In the Beginning
All movements start somewhere: a place. And that place becomes important to the narrative of the movement. The first child advocacy center in West Virginia was in Hinton, West Virginia, at REACHH. Peggy Rossi had been a leader in her community, and she worked hard to meet the needs she saw. But there was one need she saw that wasn’t being met: children who made an outcry of abuse needed a better response. They were getting passed around the system, interviewed time after time after time. And they needed an advocate – someone to walk with them through the process. So she opened the first child advocacy center in West Virginia.
But Peggy wasn’t alone. There were other men and women in the Southern part of the state who had the same concerns and a similar vision: we could create a better response for children. No matter what happened in the criminal justice system or the child protection system, it mattered that someone was focusing on the needs of the child and doing their best to give them a chance at hope and healing. In the early aughts, these individuals (women, actually) began to meet in the region to learn from one another and to support one another in the hard work of program development and team building. Then word spread that there were folks in Wheeling and Martinsburg that were working on developing child advocacy centers, too.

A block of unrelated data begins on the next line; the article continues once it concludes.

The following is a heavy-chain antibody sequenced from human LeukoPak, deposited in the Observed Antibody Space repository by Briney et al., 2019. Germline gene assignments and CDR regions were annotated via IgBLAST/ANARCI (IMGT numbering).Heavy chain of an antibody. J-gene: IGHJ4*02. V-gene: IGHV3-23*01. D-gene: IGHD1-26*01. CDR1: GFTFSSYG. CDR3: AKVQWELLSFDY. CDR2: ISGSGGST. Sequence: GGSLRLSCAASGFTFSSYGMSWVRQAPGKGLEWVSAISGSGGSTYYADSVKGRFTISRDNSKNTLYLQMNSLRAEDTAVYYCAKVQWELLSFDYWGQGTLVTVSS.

The stars (and pioneers) aligned, and the West Virginia Child Advocacy Network was born as an informal networking group. I remember my first meeting in Sutton with this group in 2006; I was an AmeriCorps VISTA new to the state, and I got my first taste of organizing. These folks had the same struggles: community partners who didn’t work together well, scarce resources, meeting national standards in a rural, resource-poor state; but they also had the same passions, and their passion was contagious.
In 2006, by-laws were established, and the group agreed to incorporate and formalize. WVCAN was its own volunteer-run 501(c)(3). And I got to watch it happen. And the places then and now are vivid in my mind as the birth of a movement—a movement today that has impacted over 20,000 West Virginia children.
We are celebrating our 10th anniversary on April 4th at the Culture Center in Charleston. This week marks the first in a series of blogs reflecting year-by-year on the history, moments, and people of the CAC movement in West Virginia. We hope you’ll join us on this journey of reflection.